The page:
When The Renaissance kicked in the near the end of the 14th century, the ecosystem previously described saw an additional source of patrons: rich merchants, soldiers and politicians that derived their power and authority from the world itself rather than divine figures. While the religious angle was preserved and experienced evolution and shifts, renaissance art was characterized by a return to nature. Baroque for example reintegrates natural elements by randomizing structures and design languages.

Baroque comes from the Portuguese word “barocco” which means “irregularly-shaped pearl”. Baroque interiors often play on contrast, overwhelming the beholder with light or darkness, brightness or blurriness. Artists were experimenting with shapes, materials and volumes, coming up with new models of interior layout. The baroque style found its full expression in Mediterranean countries and in the New World; Spanish colonial baroque characterizes the historic settlements in the Americas.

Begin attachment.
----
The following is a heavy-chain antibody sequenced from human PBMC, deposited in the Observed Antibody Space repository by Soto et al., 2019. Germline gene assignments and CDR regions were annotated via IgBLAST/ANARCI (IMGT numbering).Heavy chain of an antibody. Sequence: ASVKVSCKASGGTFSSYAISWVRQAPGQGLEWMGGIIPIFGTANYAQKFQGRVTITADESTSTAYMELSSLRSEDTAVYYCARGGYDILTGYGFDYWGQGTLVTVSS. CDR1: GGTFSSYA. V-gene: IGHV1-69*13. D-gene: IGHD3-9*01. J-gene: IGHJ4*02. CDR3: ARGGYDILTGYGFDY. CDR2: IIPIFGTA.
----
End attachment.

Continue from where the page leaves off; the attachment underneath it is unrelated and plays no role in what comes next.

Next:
The baroque style has contaminated the neo-classical overtime, especially in Britain. Robert Adam has operated this mix in the mid-18th century. While he was working with neo-classical frameworks and overall design language, his innovative integration of baroque design elements (still life images, ribbons, medallions etc.)


The profound shift the industrial revolution brought on the European real estate market shifted interior design priorities. Habitability was increasingly becoming a focus, especially with the second industrial revolution that brought to consumers new inventions (massive electrification). 19th century interior design and architecture is mainly oriented towards neo-classicism (one of the best examples being France and the neo-classical redesign of Paris in the late 19th century). Rich owners often romantically reactivate aristocratic designs, as a clear signal of identification. The materials used are also a display of wealth, as colonial expansion provides consumers with more exotic materials.

The neo-classical approach, while apparent in France and the United Kingdom, does not characterize other countries like Italy. In the industrial north, the emergence of the liberty style is a clear return to the Renaissance spirit. While remaining classical in its structure (notably for its use of horizontal symmetry), the liberty style incorporates baroque elements and the Greco-Roman fascination for floral motives and mythological depictions.

Art Deco, Futurism, and Pop Art